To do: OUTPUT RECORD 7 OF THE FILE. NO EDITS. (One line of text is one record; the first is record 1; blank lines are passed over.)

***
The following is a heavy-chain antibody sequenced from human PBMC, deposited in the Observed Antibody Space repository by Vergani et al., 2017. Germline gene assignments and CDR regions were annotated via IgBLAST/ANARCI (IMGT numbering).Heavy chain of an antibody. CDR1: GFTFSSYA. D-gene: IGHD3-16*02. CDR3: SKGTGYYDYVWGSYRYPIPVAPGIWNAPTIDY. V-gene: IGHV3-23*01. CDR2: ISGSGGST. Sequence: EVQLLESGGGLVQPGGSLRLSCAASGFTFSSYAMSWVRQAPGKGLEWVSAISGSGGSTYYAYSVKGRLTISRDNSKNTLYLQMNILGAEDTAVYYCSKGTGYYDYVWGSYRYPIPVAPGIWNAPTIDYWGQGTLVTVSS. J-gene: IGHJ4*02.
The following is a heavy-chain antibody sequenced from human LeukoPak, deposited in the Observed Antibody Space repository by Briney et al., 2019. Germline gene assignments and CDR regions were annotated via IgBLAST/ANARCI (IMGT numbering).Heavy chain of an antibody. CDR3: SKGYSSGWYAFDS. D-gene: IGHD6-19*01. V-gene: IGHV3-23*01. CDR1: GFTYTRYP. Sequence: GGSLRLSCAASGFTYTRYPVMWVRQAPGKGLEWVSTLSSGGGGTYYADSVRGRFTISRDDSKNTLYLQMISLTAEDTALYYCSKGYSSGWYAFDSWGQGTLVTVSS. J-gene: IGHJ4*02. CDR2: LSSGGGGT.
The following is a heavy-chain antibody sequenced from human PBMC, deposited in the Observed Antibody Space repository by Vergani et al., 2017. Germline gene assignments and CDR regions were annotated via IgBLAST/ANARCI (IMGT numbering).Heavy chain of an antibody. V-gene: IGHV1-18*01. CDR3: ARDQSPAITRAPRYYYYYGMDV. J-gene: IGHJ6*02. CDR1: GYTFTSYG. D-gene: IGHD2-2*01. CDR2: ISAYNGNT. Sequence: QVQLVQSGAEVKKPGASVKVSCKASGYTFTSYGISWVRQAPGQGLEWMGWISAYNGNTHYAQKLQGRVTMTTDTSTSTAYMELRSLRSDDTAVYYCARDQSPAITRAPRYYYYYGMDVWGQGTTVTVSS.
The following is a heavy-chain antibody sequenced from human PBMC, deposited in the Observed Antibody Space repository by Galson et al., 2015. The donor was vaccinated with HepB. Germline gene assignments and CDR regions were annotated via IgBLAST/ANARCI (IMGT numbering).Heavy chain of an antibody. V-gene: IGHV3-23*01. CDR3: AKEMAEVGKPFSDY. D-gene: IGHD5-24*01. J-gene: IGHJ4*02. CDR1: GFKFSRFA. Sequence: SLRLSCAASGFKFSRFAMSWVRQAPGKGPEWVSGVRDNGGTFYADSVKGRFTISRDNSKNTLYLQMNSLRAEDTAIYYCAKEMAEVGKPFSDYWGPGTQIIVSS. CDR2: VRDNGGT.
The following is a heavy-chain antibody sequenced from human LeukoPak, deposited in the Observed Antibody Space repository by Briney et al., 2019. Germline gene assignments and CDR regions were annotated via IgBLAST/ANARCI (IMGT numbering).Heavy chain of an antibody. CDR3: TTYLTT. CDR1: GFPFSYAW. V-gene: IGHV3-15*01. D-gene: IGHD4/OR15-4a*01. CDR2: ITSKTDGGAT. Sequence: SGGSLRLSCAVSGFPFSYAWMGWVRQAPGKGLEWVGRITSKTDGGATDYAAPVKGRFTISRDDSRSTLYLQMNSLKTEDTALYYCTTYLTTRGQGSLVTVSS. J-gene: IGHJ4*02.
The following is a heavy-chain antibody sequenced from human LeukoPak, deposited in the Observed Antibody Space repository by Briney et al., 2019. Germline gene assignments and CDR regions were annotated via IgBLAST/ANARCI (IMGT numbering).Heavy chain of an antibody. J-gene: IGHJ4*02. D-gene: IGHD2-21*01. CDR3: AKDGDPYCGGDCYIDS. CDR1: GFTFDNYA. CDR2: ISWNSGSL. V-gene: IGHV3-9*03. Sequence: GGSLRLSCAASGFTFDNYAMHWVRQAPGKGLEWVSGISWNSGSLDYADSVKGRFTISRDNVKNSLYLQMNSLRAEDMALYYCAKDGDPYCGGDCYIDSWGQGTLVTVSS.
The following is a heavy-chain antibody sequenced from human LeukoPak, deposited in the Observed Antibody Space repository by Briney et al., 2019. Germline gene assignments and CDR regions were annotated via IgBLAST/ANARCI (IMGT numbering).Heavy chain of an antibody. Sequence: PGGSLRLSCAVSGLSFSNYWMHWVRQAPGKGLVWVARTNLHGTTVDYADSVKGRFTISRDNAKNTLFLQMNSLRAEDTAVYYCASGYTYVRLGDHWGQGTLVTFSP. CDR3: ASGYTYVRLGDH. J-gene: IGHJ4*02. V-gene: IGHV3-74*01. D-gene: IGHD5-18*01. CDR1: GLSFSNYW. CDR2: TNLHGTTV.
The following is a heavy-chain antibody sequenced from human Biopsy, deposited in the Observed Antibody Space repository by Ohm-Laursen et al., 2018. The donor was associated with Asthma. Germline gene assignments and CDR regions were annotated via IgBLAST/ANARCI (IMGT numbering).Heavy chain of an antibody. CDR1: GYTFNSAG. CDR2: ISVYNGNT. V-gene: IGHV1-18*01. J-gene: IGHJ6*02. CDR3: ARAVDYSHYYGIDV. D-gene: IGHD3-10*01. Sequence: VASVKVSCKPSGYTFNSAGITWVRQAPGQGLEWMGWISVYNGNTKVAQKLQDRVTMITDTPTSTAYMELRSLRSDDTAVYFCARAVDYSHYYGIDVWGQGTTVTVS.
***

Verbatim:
The following is a heavy-chain antibody sequenced from human LeukoPak, deposited in the Observed Antibody Space repository by Briney et al., 2019. Germline gene assignments and CDR regions were annotated via IgBLAST/ANARCI (IMGT numbering).Heavy chain of an antibody. Sequence: PGGSLRLSCAVSGLSFSNYWMHWVRQAPGKGLVWVARTNLHGTTVDYADSVKGRFTISRDNAKNTLFLQMNSLRAEDTAVYYCASGYTYVRLGDHWGQGTLVTFSP. CDR3: ASGYTYVRLGDH. J-gene: IGHJ4*02. V-gene: IGHV3-74*01. D-gene: IGHD5-18*01. CDR1: GLSFSNYW. CDR2: TNLHGTTV.